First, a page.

Now that we got that out of the way, let’s move on to do some real changes:

Bringin’ it home

Our first step – being able to “edit” an AOSP repository. We need to push an existing AOSP repository to our own source control, so we can push new changes. Basically - making it “our own”.

Copy a repository to my Github account

The first repository we want to make changes to, is the frameworks/base project. This project contains the entire Android framework code, with all the UI elements you see on your screen (Notification bar, Navigation Bar etc.).

We first need to create a new repository on the Github account that hosts our repositories; we’ll call it “ucmod_frameworks_base”. I used my account on Github, but you can use BitBucket or any other source control that you’d like, as long as you’re using Git.

After doing that - Let’s get some code inside.

$ cd <working dir>/frameworks/base
$ git status

HEAD detached at 36e356c nothing to commit, working directory clean

Running git status inside that folder is showing that we’re currently on “detached HEAD mode”. This means that we’re aren’t standing on any branch for this repository, and need to checkout a branch before being able to commit anything. This is a safe state, helping to avoid committing changes that we may not want to commit. The current checked-out revision for the repository, is the one stated on the manifest file for this specific project. In our case - the one that’s tagged with the android-4.4.3_r1 tag. Before we can push the frameworks/base code, we need to create a branch. This will be our “development branch”, from which we’ll branch out and merge back in when developing.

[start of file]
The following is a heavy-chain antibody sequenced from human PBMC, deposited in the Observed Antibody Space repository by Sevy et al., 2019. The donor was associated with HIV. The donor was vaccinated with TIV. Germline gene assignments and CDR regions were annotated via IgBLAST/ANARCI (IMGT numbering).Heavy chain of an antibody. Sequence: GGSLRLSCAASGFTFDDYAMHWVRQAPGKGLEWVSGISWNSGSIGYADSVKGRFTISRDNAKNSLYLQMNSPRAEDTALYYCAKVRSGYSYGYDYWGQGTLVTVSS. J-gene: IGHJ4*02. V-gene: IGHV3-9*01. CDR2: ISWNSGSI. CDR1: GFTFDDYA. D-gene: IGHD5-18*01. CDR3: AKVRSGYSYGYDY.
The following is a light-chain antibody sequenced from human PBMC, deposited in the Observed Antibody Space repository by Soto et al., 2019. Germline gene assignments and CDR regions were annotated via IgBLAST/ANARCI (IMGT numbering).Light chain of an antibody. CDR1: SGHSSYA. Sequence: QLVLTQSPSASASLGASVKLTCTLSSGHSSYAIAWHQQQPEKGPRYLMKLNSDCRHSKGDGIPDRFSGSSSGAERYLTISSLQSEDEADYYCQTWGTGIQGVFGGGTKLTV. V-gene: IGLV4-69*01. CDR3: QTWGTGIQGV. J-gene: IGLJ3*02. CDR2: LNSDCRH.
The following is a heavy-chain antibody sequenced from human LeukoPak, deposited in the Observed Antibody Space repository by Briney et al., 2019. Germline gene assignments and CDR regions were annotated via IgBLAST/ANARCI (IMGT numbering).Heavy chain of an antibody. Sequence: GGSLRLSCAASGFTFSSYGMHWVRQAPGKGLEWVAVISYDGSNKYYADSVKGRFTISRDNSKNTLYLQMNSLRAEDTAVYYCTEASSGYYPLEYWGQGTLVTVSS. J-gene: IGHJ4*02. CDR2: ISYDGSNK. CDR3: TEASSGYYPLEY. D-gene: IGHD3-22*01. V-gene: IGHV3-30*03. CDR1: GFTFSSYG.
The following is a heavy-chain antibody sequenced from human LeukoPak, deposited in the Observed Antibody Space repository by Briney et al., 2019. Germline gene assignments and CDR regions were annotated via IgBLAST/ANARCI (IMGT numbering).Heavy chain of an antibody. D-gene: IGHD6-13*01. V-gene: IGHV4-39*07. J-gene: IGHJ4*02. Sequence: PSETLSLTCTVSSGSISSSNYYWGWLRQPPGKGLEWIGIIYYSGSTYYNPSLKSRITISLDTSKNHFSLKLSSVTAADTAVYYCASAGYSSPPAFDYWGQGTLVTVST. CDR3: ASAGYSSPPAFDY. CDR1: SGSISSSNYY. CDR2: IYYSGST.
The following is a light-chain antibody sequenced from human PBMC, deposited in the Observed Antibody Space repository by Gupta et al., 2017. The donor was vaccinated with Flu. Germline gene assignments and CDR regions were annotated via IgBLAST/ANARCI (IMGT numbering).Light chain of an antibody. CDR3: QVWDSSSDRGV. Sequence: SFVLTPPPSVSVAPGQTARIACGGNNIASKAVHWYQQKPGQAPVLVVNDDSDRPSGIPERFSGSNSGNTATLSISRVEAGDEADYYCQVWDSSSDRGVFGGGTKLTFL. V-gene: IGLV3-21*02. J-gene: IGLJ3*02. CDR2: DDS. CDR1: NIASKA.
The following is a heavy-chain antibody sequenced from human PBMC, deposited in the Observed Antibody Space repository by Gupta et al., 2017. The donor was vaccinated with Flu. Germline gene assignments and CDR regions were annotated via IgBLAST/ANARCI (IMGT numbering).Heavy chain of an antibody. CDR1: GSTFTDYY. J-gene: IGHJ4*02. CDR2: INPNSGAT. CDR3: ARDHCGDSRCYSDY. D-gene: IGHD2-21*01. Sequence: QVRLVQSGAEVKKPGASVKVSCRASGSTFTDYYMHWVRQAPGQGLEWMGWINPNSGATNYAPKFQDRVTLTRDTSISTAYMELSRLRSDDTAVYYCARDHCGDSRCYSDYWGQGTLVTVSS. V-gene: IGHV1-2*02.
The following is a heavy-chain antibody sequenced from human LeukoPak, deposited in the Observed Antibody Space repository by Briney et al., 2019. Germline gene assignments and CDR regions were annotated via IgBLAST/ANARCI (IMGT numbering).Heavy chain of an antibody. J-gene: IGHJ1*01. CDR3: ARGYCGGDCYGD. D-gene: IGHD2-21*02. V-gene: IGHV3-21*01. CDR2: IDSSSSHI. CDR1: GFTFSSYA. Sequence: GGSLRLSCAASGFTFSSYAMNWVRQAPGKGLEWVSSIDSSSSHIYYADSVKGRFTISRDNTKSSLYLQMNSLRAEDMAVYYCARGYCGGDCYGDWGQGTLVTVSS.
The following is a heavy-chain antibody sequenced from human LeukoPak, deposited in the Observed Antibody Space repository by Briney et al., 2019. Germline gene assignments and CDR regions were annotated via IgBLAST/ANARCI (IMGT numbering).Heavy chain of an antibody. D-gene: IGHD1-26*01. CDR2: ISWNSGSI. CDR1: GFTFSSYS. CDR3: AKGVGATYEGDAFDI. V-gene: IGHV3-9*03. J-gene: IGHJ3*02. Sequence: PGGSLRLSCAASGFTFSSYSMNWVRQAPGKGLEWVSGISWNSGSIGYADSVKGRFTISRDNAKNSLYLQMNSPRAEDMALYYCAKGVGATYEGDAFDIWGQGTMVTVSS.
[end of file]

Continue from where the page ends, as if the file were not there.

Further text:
A few words on “development branches” in general - some developers/companies prefer to use the “master” branch as a development branch, and some prefer using a separate branch, from which all feature branches will be created and merged back into after the work on them was done. In that case, the master branch can be used to hold the most stable version or even not be used at all. There are other options of course, each with its own pros/cons, and your decision should depend on the project’s size, architecture, team size and more.

My development branch will be called udi-dev. That’s how I’m creating and pushing it:

$ git checkout -b udi-dev
$ git remote add udinic git@github.com:Udinic/ucmod_frameworks_base.git
$ git push udinic udi-dev

These commands will:

  • Create a new branch called udi-dev, from the existing revision.

  • Add a new remote called “udinic” to point the repository I just created under my Github account.

  • Push my development branch into the new remote.